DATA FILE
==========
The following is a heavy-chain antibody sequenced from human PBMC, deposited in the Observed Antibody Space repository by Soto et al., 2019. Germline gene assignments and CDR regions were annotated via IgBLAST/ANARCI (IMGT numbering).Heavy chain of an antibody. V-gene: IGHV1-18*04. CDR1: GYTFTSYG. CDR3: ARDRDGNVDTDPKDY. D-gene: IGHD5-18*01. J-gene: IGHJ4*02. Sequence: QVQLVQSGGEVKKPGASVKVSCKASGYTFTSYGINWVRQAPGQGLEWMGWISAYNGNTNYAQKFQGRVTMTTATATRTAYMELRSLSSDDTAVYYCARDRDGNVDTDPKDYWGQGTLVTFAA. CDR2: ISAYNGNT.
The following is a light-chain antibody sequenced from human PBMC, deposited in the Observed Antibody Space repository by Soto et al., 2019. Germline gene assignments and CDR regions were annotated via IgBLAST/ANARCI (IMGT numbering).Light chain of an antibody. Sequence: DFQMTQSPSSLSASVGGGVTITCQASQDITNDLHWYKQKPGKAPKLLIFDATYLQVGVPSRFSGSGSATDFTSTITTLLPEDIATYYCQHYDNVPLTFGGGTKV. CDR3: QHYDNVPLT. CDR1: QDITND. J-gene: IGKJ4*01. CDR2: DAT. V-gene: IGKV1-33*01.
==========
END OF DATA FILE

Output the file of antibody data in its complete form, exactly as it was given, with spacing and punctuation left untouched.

The following is a heavy-chain antibody sequenced from human PBMC, deposited in the Observed Antibody Space repository by Soto et al., 2019. Germline gene assignments and CDR regions were annotated via IgBLAST/ANARCI (IMGT numbering).Heavy chain of an antibody. V-gene: IGHV1-18*04. CDR1: GYTFTSYG. CDR3: ARDRDGNVDTDPKDY. D-gene: IGHD5-18*01. J-gene: IGHJ4*02. Sequence: QVQLVQSGGEVKKPGASVKVSCKASGYTFTSYGINWVRQAPGQGLEWMGWISAYNGNTNYAQKFQGRVTMTTATATRTAYMELRSLSSDDTAVYYCARDRDGNVDTDPKDYWGQGTLVTFAA. CDR2: ISAYNGNT.
The following is a light-chain antibody sequenced from human PBMC, deposited in the Observed Antibody Space repository by Soto et al., 2019. Germline gene assignments and CDR regions were annotated via IgBLAST/ANARCI (IMGT numbering).Light chain of an antibody. Sequence: DFQMTQSPSSLSASVGGGVTITCQASQDITNDLHWYKQKPGKAPKLLIFDATYLQVGVPSRFSGSGSATDFTSTITTLLPEDIATYYCQHYDNVPLTFGGGTKV. CDR3: QHYDNVPLT. CDR1: QDITND. J-gene: IGKJ4*01. CDR2: DAT. V-gene: IGKV1-33*01.